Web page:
Understanding the Five Conflict Styles
Conflict is a part of life in relationships, and the way we handle conflict can say a lot about us. Many people have provided tools and strategies for navigating tension and issues effectively, but it is also helpful to understand people's common styles in conflict as a framework for navigating conflict. Understanding the common conflict styles will help you have a clearer understanding of the dynamics of conflict and increase your ability to navigate conflict. Five common conflict styles often taught are the Yielder, Withdrawer, Compromiser, Winner, and Resolver. Some strengths, weaknesses, and helpful questions for each style are listed below.
- One strength of this role is that this person is often willing to serve and sacrifice their own ideas or desires for another person.
- Some weaknesses of this style are that they may become passive-aggressive and develop a deep sense of needing to be liked.
- A helpful question to ask yourself or someone you know with this conflict style would be, "how is my response functioning for me and influencing how I view myself or my self-worth in relation to others?"
- A strength of this style is that spending time away from the conflict can give a person the chance to calm down and process the conflict.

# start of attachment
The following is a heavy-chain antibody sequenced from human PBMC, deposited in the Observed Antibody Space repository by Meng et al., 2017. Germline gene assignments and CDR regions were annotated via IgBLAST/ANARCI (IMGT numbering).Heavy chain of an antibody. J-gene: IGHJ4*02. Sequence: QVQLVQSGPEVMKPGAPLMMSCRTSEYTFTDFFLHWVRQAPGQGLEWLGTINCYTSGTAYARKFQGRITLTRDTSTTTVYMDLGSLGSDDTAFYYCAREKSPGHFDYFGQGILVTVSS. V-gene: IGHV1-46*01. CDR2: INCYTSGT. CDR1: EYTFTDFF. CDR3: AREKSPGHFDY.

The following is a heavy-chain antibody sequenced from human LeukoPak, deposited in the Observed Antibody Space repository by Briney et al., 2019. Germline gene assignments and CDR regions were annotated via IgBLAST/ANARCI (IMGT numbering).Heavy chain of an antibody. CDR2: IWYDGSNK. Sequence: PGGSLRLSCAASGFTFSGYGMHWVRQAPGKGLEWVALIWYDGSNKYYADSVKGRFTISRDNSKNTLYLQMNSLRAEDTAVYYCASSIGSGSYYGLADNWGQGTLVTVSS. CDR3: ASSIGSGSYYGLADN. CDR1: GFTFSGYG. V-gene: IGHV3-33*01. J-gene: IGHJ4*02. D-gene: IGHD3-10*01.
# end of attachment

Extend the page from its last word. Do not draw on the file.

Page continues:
- A weakness of this style is that it can lead a person to avoid the problem which can create a pattern of avoiding problems.
- A helpful question to ask would be, "how can I honor both my need for space and the other person's need in working towards resolving this conflict?"
- This conflict style's strengths are that people are often good listeners and prioritize reconciling the conflict.
- Some weaknesses are that these people tend to seek respect over truth and often compromise their own desires.
- A helpful question to ask is, "how does this person's response to me affect how I view myself?"
- This conflict style's strengths are that people often clear up issues quickly, and they use their energy wisely when communicating.
- Some weaknesses are that they can have a success-driven attitude and may misunderstand other people's motives or intentions.
- One helpful question to ask is, "what is my motive behind resolving this conflict, and how can I honor the other person in the reconciliation process?"
All conflict styles have strengths and weaknesses and function differently in conflict.
Not only is it helpful to have some understanding of how people relate in conflict, but also it is helpful to slow down, take a deep breath, and ask yourself the types of questions listed. Asking yourself or others you lead questions like these will help you develop your awareness of your conflict styles and why you may be responding in such a way. And developing your awareness of how and why you respond in conflict will help you identify areas where you can strive to grow and become a more effective communicator.
Learn more about conflict styles using Relationship IQ's Say What? Connecting through Communication & Conflict module.